Should India go for Maglev Trains ?
by Dr. Parames Ghosh  &  Mr. Pranab RayChaudhuri
( Click on the above Author's Names to read about them )

E- mail:   &  respectively.       
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Abstract >>

Need For Faster Transport And
Introduction To Maglev Trains >>
How various Countries Are Planning For
Maglev Trains >>
Economics Of Past  Projects On Maglev
Trains >>

MNC Proposed To Build Magnetic
Levitation trains In Punjab >>

Can Maglev Trains Be Useful For
Developing Countries?  >>  

Conclusion >>

Introduction To Maglev Technology  >>
Transrapid Shanghai Maglev Train


In the 20th century the speed of our material progress was vastly accelerated by the increase
in our speed of communication; the transport by air let us deliver things in hours, which earlier
took days. In the later part of the century, the Internet helped us communicate even further. It is
now possible to pay for the goods almost instantaneously, while we still take time to deliver the
goods. Airplanes help us transport small goods faster, but not the elephants and heavy goods.
In this article, we are considering alternatives to airplanes – Maglev Trains that can help mass
transport of goods as well as personnel that provides services.
Various countries have already invested in Maglev Trains or have been planning to do so. We
need to find out whether India affords Maglev Trains and whether Maglev trains will reduce the
cost and bottlenecks of transporting people and material in India to increase GDP of India. We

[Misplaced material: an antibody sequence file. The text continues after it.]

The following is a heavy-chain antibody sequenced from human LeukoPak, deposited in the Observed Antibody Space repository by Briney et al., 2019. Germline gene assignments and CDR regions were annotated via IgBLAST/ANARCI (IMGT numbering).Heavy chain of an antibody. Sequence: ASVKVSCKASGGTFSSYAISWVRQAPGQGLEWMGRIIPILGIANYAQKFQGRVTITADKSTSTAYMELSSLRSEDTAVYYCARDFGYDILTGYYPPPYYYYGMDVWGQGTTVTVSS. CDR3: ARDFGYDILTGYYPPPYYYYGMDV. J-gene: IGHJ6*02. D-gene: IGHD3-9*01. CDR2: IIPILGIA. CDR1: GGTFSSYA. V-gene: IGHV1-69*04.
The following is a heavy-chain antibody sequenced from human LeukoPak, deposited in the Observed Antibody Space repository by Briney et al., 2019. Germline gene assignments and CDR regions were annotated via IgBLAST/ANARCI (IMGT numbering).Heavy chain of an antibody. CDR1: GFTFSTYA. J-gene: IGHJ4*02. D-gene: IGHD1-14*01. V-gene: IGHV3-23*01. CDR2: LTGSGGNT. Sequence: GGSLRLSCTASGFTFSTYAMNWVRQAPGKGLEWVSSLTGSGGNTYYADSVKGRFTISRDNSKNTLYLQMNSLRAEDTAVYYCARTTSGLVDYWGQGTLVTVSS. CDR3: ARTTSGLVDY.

would perhaps find that other developed and developing countries would invest in the
infrastructure including Maglev Trains, and if that happens, it could be possible to have an
alternative for air travel, in countries connected by land.
In this paper, we have reproduced ideas of many veteran scholars to lead others to research
further whether India should invest in this new technology that is promising to bring a revolution.

Need for Faster Transport & Introduction to Maglev Trains [Ref-2]       Top

If you've been to an airstrip lately, you've probably noticed that air travel is becoming more and
more congested. Despite frequent delays, airplanes still provide the fastest way to travel
hundreds or thousands of miles. Passenger air travel revolutionized the transportation industry
in the last century, letting people traverse great distances in a matter of hours instead of days
or weeks.
The only alternatives to airplanes -- feet, cars, buses, boats and conventional trains -- are just
too slow for today's fast-paced society. However, there is a new form of transportation that
could revolutionize transportation of the 21st century the way airplanes did in the 20th century.
A few countries are using powerful electromagnets to develop high-speed trains, called
maglev trains. Maglev is short for magnetic levitation , which means that these trains will float